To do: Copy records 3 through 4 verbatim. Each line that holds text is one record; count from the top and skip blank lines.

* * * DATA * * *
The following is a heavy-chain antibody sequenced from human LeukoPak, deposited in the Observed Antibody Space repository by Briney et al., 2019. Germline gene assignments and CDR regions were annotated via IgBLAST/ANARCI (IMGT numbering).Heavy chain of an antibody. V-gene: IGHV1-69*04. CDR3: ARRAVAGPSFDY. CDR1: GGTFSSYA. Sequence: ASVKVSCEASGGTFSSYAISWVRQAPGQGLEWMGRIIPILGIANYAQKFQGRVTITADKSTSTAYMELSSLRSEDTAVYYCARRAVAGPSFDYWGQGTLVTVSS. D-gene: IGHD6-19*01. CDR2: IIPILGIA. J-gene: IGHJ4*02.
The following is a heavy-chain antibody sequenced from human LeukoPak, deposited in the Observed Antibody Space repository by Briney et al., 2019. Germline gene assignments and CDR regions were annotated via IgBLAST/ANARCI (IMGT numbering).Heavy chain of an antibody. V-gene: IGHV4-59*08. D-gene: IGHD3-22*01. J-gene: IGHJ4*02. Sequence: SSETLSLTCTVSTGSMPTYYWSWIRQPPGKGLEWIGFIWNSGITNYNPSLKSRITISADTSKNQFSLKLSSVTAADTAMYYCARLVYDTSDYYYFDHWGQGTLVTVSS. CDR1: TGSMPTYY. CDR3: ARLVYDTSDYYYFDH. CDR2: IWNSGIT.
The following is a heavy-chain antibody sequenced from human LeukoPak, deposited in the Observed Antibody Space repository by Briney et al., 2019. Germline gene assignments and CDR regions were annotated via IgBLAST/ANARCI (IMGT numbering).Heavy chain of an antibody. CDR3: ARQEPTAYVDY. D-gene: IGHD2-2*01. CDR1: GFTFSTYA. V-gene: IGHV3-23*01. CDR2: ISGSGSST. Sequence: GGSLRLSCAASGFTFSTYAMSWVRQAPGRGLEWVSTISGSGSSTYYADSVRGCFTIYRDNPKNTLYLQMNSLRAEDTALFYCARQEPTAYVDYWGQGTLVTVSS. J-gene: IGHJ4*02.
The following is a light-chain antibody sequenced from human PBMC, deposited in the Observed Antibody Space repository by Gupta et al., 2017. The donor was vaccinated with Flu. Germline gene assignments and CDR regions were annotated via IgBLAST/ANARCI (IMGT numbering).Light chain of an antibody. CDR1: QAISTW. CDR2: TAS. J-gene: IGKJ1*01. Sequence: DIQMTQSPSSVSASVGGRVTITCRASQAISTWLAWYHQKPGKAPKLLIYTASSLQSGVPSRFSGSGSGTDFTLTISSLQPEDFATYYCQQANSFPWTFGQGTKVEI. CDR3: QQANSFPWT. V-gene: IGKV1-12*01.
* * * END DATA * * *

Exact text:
The following is a heavy-chain antibody sequenced from human LeukoPak, deposited in the Observed Antibody Space repository by Briney et al., 2019. Germline gene assignments and CDR regions were annotated via IgBLAST/ANARCI (IMGT numbering).Heavy chain of an antibody. CDR3: ARQEPTAYVDY. D-gene: IGHD2-2*01. CDR1: GFTFSTYA. V-gene: IGHV3-23*01. CDR2: ISGSGSST. Sequence: GGSLRLSCAASGFTFSTYAMSWVRQAPGRGLEWVSTISGSGSSTYYADSVRGCFTIYRDNPKNTLYLQMNSLRAEDTALFYCARQEPTAYVDYWGQGTLVTVSS. J-gene: IGHJ4*02.
The following is a light-chain antibody sequenced from human PBMC, deposited in the Observed Antibody Space repository by Gupta et al., 2017. The donor was vaccinated with Flu. Germline gene assignments and CDR regions were annotated via IgBLAST/ANARCI (IMGT numbering).Light chain of an antibody. CDR1: QAISTW. CDR2: TAS. J-gene: IGKJ1*01. Sequence: DIQMTQSPSSVSASVGGRVTITCRASQAISTWLAWYHQKPGKAPKLLIYTASSLQSGVPSRFSGSGSGTDFTLTISSLQPEDFATYYCQQANSFPWTFGQGTKVEI. CDR3: QQANSFPWT. V-gene: IGKV1-12*01.